The conical Pod filters are pretty common through parts unlimited, tucker rockey, and m/c shop or dealer who uses those companies for aftermarket supply.quote:
i've noticed all the cool kids have the conical air filters on their hondas, what do you call those? where do i get me some?
The emgo pod filters are a paper element so if they get wet they are useless and need to be pitched. If the K&N's get wet the oil used to lube the filter pretty much keeps a lot of the water out. However riding the bike while it is raining poses a whole new problem and that is rain water getting sucked into the engine. I suppose it is possible to hydrolock a motor from the rain water coming in (I have never heard of it happening) it is just plain not good for the engine to be sucking in water. Some guys build a shroud out of aluminum to cover the top and sides but you kind of lose the effect you were after and that was having two cool looking pods sticking out of the engine. Of course if you make it removable then you only loose that on rainy days.quote:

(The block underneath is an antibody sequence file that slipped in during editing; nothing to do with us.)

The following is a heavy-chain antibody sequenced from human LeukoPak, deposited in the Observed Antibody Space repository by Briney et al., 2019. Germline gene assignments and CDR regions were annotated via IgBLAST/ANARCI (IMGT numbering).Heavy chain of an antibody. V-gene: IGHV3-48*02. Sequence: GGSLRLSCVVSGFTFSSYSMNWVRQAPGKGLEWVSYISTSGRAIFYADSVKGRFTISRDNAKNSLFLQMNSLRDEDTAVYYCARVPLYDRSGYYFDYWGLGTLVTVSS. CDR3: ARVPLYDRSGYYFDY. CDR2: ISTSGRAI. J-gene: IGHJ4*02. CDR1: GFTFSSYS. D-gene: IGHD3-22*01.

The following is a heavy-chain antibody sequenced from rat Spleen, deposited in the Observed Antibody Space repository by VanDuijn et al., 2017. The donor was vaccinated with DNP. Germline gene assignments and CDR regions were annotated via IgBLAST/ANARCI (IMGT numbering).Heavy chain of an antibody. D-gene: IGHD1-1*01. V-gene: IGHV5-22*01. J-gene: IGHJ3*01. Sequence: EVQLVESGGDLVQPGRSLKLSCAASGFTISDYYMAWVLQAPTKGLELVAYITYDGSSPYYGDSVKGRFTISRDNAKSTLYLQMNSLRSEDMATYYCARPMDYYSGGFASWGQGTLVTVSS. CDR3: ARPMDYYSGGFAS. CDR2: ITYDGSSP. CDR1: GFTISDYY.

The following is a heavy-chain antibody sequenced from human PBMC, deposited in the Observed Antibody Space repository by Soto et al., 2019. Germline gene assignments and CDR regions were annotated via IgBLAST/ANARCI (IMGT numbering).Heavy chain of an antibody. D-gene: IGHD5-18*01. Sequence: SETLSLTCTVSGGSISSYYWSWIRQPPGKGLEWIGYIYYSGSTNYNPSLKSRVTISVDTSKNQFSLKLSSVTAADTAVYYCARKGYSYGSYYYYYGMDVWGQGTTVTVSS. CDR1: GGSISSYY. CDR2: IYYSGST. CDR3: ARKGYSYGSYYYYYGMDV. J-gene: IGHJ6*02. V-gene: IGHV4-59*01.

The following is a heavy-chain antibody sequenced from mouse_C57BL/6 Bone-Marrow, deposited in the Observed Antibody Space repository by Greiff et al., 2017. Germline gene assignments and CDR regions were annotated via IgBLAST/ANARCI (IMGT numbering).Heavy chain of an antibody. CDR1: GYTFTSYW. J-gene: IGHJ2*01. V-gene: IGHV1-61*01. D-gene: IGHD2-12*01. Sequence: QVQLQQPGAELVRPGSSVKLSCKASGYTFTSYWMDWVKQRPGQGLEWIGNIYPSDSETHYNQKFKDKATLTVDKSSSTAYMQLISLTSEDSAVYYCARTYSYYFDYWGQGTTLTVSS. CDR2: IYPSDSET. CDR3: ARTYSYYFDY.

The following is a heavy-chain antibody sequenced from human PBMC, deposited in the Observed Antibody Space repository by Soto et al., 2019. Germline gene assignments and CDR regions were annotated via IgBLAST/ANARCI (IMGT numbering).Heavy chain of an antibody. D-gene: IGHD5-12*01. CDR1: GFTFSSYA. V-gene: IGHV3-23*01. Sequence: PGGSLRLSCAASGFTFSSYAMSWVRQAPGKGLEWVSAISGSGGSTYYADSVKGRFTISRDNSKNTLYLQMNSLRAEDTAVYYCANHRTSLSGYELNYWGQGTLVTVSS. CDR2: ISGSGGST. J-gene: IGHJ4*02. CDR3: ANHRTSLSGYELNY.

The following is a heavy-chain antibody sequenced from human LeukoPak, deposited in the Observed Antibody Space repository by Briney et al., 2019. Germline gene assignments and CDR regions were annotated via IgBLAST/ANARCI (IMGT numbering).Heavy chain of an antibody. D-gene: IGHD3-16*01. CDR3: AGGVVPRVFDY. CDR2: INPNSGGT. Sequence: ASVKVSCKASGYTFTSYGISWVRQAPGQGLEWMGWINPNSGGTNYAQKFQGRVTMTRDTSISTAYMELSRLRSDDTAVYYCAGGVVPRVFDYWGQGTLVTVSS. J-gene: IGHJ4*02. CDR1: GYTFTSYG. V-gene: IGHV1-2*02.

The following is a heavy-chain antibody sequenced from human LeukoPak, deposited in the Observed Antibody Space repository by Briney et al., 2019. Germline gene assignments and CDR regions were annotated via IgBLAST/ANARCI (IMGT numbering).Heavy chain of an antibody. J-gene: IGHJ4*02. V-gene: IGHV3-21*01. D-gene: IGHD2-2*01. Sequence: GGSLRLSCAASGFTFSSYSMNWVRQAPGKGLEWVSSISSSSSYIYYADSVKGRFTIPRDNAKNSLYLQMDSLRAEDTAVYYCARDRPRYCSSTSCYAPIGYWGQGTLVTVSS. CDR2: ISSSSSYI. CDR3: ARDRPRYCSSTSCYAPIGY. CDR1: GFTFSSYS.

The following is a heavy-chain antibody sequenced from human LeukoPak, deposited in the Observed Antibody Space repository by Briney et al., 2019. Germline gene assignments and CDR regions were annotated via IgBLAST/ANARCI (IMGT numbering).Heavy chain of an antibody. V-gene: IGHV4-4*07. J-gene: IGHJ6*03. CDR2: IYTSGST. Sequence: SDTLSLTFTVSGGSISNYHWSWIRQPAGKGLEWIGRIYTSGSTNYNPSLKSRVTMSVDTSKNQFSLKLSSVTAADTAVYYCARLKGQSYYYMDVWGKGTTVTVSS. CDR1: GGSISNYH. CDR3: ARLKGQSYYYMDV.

what happens when filters get wet? i live in seattle so yeah... that'd be an issue.
I run uni-filters on my t500. They don't look as cool as pods (unless you like the ratted out racer look). They work great except the water problem when it is raining is much worse because they are essentially a sponge in front of your carb. I went up one jet size in the carbs and it worked great.quote:
What about uni filters? Anyone ever run those? I've got a CB360T and been tossing the idea around about pod filters aswell. I've run uni's on lots of vespas and they've always seemed pretty good. I'd potentionaly be running these filters with stock pipes for now. Waste of time or what? If I did run them with stock pipes, do you think I'd need to re-jet? Maybe just go up a notch on the needle only???